There are an estimated 400 statues remaining on Easter Island, all in varying states, but by exploring the land, archaeologists believe that at one stage there were roughly 900 statues placed on the island. The statues have been found scattered all over the island, from the shoreline to the edges of the volcanoes found across the land. These statues were carved out of the volcanic rock that scientists believe are now dormant explosion factories.
Many have been damaged
Over the years many of the stones have been damaged, and there are now much less than there used to be. Some have been removed and placed in museums, but the majority of the stone statues have either remained on the island or have been destroyed. There were reports that at some point during history, the people who lived on the island destroyed many of the statues as unrest among the community grew. The residents reportedly rebelled against their leaders, and as a result, the statues were inadvertently damaged.
They are not just heads
Although most images of the Easter Island statues are of giant heads, when inspected more closely by archaeologists it was found that they have entire bodies that were buried beneath the ground. These statues really are an impressive feat of engineering from such an isolated community. They wouldn’t have seen them anywhere else, so came up with the idea of these statues among themselves, then not only would they create them but also find a way to transport them around their island getting them into place.
An out of this world theory
Of all the theories out there about the Easter Island statues, one theory looks to outer space for answers. Erich von Däniken theorized that the Easter Island statues were placed there by aliens, while also claiming in his book that the Egyptian pyramids were also put on our planet by extraterrestrial beings. While it’s a fun theory, it has been proven that the stone used to make the Moai was taken from the island, making it unlikely the aliens came along with their special delivery for Easter Island’s people.
World Heritage Site
Due to the intrigue and natural wonder of Easter Island, the entire land mass has been declared a UNESCO World Heritage site. This status ensures that the site will remain preserved for as long as possible, and UNESCO will do all they can to ensure the island remains much the way it was left all those years ago by the ancient people. The protection offered allows scientists and historians to visit the island and try to figure out the secrets the statues have left behind.
A standout statue
Although over 400 statues remain on Easter Island, there is one that seems to stand out from the rest of them. This is Tukuturi, a much more human-looking statue than the others on the island. This figure appears to be kneeling while all the other statues stand. Is this the story of man bowing down to worship at the feet of the Moai? No one knows for sure why this statue is so different from the others, but all anyone knows for sure is that Tukuturi one of a kind.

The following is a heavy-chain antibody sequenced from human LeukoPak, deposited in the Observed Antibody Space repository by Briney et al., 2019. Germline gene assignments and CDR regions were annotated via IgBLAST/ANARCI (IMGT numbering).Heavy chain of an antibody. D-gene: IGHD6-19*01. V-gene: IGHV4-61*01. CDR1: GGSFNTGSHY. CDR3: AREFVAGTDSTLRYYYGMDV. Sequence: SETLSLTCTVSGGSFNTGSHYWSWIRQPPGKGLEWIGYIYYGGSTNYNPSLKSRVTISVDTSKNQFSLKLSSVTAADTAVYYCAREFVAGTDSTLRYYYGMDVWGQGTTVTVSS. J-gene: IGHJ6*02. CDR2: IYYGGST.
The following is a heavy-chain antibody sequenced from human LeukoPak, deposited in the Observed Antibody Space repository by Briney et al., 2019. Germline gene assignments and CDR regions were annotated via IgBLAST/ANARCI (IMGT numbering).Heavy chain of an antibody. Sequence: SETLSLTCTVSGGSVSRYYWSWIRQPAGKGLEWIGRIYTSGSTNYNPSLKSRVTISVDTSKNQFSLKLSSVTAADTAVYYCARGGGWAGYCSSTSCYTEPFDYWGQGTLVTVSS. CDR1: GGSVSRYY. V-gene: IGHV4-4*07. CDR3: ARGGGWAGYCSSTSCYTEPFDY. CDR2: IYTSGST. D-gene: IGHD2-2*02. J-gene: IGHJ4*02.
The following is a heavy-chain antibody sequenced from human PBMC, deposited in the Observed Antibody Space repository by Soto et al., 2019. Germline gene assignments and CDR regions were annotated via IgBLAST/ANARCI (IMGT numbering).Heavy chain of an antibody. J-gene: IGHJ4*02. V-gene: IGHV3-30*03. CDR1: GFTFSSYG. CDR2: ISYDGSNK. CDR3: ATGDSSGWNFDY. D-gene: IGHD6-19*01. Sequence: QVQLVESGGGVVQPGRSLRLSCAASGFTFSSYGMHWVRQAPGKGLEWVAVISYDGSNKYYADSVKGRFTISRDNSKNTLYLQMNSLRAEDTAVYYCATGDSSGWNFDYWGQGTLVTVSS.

People were trapped on the island
After the Islanders ravaged the landscape and uprooted all of their trees, there came a point when no one else could leave the island. The trees had been used to make canoes, and if those controlling those sea vessels didn’t return, then there was the harsh reality that the people left on the island would never get off it. Perhaps it was this reality sinking in that lead those remaining to rise up against their leaders and spark the battles that would damage many of the Moai.
The volcano could blow
For such a small island, there are three volcanoes found on it, the tallest of which stands at a colossal 1,674 feet high. Easter Island is technically considered to be a volcano itself, but luckily for those who live there, and the statues, the volcanoes have been declared extinct. These extinct volcanoes pose no threat of eruption so the people who live there can relax, knowing that there will never be a time when they have to flee molten rock falling from the sky.
This statue is believed to represent the style in which the residents of Easter Island used to wear their hair. Although this looks much like a hat, it is thought that the Islanders would actually style their hair on top of their heads to look like hats. Maybe after they destroyed their trees they needed something to shade their heads from the sun so grew their hair to protect the top of their heads. Historians believe the Islanders thought that their hair possessed supernatural powers.
Much like modern societies have their own competitions, the ancient people living on Easter Island had a yearly sport of their own. Residents on the island would battle it out to be declared the legendary ‘Birdman,’ a title that was given to the winner of their own sport. The winner would be the first Islander to swim to a different island, returning with the first bird egg of the new season. The winner would be declared the Birdman and would hold that status in the community until next year’s competition.
The long and short
The stone statues are pretty big, these ancient figures have measured in at 33 feet tall and tip the scales at a humongous 82 tons. There was another statue found that was estimated to have measured in at 69 feet high and would have weighed around 27 tons, but it was discovered in an incomplete state. Although these Moai are thought to be standing, they do not have visible legs, barring Tukuturi, the kneeling human-like figure.
Special hidden markings